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PayPal wants developers

PayPal, the online payment power, wants developers to integrate its payment system into more websites.

And it’s going to show them love at the upcoming EBay Developers Conference in Chicago, says Glenn Lim, head of PayPal’s Developer Network. EBay bought PayPal in 2003.

According to company stats, website developers have a big say in what payment system gets tied into an e-commerce site. In 45% of the cases, a developer actually makes that decision and in another 44%, the developer influences that decision. No wonder PayPal likes developers.

“Payment processing is a relatively small part of the website development process but it’s a really important part,” Lim joked. Apparently people like to get paid. Shocker.

One in four websites already accept PayPal, although many offer alternative Visa, BillMeLater or other payment systems as well, Lim said, And, perhaps most ominously for PayPal, Google is making noises about its own Google Checkout

Given that the guts of a payment system– the transaction handling and security –have to be baked in, it might seem that developers can’t do much in terms of customization. But you’d be surprised, Lim said. The core payment system is really locked down but through open APIs you can develop hooks into QuickBooks so you can pull transactions into QuickBooks or hooks into TurboTax or Excel for inventory monitoring or other purposes.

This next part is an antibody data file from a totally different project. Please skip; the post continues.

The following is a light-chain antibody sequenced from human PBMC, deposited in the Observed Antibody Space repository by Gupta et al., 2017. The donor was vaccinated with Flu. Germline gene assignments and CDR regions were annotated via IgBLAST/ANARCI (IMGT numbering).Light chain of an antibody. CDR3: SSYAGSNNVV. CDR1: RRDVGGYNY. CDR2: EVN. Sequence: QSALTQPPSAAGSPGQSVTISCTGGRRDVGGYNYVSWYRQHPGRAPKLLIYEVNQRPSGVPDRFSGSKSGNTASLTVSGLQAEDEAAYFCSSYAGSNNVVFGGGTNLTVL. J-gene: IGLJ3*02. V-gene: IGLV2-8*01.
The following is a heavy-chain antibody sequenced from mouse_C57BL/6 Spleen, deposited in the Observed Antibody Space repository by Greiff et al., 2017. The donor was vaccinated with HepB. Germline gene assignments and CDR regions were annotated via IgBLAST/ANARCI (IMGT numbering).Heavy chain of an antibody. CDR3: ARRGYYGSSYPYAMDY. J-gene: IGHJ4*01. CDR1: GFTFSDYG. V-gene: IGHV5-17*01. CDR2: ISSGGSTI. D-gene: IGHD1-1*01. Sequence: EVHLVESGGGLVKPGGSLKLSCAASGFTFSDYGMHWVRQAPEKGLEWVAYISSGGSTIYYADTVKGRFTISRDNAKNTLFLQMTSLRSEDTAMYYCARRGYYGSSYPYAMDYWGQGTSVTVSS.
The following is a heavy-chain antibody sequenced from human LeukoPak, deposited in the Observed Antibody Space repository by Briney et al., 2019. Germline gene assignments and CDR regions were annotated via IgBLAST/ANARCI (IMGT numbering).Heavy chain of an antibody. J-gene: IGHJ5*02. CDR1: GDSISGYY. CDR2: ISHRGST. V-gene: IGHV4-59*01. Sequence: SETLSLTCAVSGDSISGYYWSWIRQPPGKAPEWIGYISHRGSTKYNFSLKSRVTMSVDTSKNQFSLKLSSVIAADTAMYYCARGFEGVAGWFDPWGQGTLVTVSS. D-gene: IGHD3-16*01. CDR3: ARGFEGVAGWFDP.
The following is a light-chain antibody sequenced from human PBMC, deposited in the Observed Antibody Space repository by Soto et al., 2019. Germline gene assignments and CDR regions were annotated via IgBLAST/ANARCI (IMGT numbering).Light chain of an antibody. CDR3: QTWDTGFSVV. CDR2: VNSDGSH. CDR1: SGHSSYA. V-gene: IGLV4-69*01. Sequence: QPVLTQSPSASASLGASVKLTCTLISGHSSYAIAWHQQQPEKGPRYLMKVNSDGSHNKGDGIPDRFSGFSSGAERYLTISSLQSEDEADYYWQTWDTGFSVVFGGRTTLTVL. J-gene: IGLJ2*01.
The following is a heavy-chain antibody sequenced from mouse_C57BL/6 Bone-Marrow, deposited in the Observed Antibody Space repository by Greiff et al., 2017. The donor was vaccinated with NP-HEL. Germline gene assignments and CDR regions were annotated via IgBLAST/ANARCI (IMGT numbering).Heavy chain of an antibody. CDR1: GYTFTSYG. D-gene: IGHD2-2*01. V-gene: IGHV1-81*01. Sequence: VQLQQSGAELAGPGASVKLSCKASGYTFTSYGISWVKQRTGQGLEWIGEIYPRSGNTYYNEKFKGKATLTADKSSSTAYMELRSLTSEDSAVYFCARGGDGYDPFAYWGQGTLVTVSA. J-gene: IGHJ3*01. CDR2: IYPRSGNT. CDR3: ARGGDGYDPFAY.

Will Blanchard, owner of New York -based Lambcast Ltd., makes his living by knowing all about payment systems. With most PayPal alternatives the website would have to get a merchant account, a business license or a line of credit and many people don’t have the proper credit for that. With PayPal, you can set up using an email address and a regular bank account, Blanchard said.

PayPal provides a simple front end to its services but more important are the backend web services and programmable interfaces, Blanchard said. PayPal makes it “drop-dead easy” to add payment options to sites and it also takes care of such worrisome details as fraud detection. Things no developer really wants to worry about.

One Lambcast product lets content creators sell their wares using email or from their blog or other channel. “If you author an ebook and want to sell it for $10 from your blog, we create a new zip format with PayPal embedded in it. Our toolset lets you zip up your ebook at a price and then distribute it however you want,”  Blanchard said.

It’s also more flexible than Google Checkout in that you can split the payments in the case of an ebook or other content with multiple authors. That can be done with Amazon’s FPS system as well, although Amazon supports fewer authors than PayPal.

To be clear, Lambcast works with all of the above options. Face it: If you want to sell stuff online, you need to make it as easy as possible for customers to buy the way they want to buy.

Another PayPal plus Lim cites is that at any given moment, $3 billion is sitting in PayPal accounts and that trove turns over every two weeks.

Not to reiterate the obvious, but if  you’re an online merchant, you want to make it as easy as possible for customers to spend that money with you and not the other guy.

Barbara Darrow can be reached at

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